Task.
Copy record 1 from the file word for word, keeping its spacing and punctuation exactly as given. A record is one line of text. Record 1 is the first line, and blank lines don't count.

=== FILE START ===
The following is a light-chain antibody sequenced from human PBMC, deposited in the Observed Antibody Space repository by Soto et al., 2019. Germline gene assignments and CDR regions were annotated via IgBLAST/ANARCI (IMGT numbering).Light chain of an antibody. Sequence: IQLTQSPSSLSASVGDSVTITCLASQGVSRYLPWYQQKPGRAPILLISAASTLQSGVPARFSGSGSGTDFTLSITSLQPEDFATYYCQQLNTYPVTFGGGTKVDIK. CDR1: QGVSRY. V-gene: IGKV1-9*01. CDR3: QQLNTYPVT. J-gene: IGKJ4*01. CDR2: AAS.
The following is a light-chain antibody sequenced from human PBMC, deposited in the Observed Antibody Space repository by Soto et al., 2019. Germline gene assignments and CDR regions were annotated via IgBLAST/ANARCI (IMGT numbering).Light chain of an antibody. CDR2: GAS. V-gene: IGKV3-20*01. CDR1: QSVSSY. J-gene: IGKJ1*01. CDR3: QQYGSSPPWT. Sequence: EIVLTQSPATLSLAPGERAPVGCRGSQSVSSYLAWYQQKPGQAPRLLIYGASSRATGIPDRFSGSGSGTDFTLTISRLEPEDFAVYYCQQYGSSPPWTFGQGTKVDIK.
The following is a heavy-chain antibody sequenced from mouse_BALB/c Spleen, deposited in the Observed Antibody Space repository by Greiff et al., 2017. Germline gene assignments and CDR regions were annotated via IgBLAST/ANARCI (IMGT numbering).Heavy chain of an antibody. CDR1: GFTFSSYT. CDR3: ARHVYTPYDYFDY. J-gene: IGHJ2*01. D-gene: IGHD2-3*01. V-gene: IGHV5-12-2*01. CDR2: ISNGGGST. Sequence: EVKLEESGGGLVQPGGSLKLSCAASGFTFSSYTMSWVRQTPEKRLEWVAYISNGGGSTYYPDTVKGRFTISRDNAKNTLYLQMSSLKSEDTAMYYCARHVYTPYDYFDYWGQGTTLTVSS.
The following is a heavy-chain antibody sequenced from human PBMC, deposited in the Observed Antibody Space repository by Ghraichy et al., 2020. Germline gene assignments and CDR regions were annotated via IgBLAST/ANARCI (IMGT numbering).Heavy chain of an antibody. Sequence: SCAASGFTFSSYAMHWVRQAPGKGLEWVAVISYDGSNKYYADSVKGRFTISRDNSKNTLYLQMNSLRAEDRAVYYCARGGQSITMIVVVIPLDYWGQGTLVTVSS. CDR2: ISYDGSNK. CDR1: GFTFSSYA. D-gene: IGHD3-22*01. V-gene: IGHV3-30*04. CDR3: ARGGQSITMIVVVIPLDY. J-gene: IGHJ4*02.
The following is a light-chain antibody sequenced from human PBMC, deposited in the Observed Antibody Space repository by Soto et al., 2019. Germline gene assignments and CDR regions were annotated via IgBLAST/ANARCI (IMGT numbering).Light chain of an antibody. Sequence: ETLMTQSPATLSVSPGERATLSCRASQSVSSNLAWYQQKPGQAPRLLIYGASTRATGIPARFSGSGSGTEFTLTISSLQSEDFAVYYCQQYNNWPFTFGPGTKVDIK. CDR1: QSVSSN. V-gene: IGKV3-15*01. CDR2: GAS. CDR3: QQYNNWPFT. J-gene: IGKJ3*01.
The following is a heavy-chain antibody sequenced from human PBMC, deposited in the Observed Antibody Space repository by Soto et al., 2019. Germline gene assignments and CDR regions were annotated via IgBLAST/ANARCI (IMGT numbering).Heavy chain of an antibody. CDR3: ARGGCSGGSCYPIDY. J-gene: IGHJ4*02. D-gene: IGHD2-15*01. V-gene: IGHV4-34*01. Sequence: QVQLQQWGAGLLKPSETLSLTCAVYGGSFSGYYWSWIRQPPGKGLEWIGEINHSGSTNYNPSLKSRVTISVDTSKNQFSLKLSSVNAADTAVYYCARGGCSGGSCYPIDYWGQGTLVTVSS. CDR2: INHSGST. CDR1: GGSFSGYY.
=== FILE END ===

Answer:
The following is a light-chain antibody sequenced from human PBMC, deposited in the Observed Antibody Space repository by Soto et al., 2019. Germline gene assignments and CDR regions were annotated via IgBLAST/ANARCI (IMGT numbering).Light chain of an antibody. Sequence: IQLTQSPSSLSASVGDSVTITCLASQGVSRYLPWYQQKPGRAPILLISAASTLQSGVPARFSGSGSGTDFTLSITSLQPEDFATYYCQQLNTYPVTFGGGTKVDIK. CDR1: QGVSRY. V-gene: IGKV1-9*01. CDR3: QQLNTYPVT. J-gene: IGKJ4*01. CDR2: AAS.